WASHINGTON — A coalition of liberal Christian leaders blasted a GOP budget plan that would extend Bush-era tax cuts for the wealthy while slashing key provisions for the poor.
The bill, which is being used by both parties as part of election-year jockeying, would slash the Earned Income Tax Credit, which supplements wages of low-income workers, and the Child Tax Credit, which provides up to $1,000 financial support per child for poor working families.
At the same time, the bill would extend Bush-era tax cuts for the highest income earners: individuals earning over $200,000 a year and families earning over $250,000.
The tax cuts, which were renewed two years ago on a temporary basis, are set to expire at year’s end.
In a letter delivered to Capitol Hill on Wednesday (Aug. 1), 60 faith leaders urged Congress “to put families and workers before ideological agendas that favor the powerful.”
“To roll back tax credits for the poor to help fund tax breaks for the rich is simply morally reprehensible,” said the Rev. Jim Wallis, president and CEO of the social justice organization Sojourners, who called the federal budget a “moral document” that should transcend party politics.
The Rev. David Beckmann, president of the ecumenical hunger group Bread for the World, said letting tax benefits expire for the highest earners would create $830 billion in revenue over the next 10 years. This money, he said, could be spent on helping those who struggle with poverty.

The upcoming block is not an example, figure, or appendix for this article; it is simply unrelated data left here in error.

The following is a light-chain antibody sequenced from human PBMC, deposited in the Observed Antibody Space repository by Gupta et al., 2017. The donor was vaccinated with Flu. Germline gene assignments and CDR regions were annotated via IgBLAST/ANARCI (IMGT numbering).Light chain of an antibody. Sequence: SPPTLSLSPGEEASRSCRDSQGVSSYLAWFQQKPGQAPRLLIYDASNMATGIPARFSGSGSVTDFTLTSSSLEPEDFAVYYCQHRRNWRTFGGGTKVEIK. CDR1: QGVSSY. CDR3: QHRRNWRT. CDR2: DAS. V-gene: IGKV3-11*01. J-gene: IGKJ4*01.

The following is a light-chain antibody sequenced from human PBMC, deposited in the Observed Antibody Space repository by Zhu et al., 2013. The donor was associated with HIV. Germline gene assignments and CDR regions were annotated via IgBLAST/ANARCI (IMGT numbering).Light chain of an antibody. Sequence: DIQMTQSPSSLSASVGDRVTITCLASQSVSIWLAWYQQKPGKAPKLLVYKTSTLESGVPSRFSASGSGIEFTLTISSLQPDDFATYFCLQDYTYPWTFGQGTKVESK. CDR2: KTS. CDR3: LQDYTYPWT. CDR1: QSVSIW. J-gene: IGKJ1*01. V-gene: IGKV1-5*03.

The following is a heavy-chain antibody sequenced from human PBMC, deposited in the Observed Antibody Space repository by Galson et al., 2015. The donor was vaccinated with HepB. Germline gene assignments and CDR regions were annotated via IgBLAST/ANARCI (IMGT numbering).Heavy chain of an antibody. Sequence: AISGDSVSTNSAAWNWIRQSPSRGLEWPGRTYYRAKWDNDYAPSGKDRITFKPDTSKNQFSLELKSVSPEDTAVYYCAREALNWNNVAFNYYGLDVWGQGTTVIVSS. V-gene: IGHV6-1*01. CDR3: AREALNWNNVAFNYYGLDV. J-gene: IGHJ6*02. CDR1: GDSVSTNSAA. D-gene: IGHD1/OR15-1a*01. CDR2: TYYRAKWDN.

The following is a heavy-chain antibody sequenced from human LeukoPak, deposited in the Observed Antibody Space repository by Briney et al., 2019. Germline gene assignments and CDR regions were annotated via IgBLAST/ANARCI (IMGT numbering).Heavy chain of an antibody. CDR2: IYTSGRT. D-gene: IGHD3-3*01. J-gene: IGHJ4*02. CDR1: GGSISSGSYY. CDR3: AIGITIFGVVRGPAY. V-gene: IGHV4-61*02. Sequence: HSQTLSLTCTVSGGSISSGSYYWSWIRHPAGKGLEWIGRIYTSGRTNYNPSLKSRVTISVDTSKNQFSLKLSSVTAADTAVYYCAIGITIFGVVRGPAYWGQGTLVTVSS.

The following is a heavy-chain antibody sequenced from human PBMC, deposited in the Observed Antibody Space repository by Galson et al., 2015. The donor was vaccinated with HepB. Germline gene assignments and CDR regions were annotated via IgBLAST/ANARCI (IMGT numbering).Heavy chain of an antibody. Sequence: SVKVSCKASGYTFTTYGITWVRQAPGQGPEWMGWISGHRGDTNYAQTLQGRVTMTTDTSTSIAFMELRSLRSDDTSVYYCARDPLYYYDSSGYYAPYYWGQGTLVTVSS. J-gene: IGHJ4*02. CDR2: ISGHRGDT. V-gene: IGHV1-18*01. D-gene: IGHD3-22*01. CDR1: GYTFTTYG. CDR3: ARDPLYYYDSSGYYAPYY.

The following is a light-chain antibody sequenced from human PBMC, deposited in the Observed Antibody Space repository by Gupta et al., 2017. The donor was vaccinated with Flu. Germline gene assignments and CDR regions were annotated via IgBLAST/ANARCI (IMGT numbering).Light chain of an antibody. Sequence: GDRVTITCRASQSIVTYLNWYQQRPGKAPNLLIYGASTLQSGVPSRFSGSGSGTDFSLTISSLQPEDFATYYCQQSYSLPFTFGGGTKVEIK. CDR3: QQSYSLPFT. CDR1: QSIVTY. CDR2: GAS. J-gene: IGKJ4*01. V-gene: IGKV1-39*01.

Beckmann added many working families rely on tax credits for necessities like food and shelter.
“The food budget is usually the first thing families cut when times get tough, but tax credits like the EITC and CTC help struggling families put food on the table and make ends meet,” he said.
The U.S. Conference of Catholic Bishops has also urged Congress to extend tax credits for the poor.
The Senate narrowly passed a Democratic bill last week that would let expire tax cuts for families making $250,000 and over, or individuals making $200,000 and over, while extending breaks for middle-class taxpayers.
If the House bill passes its bill, as expected, a committee of party leaders will meet to work out differences between the House and Senate bills.
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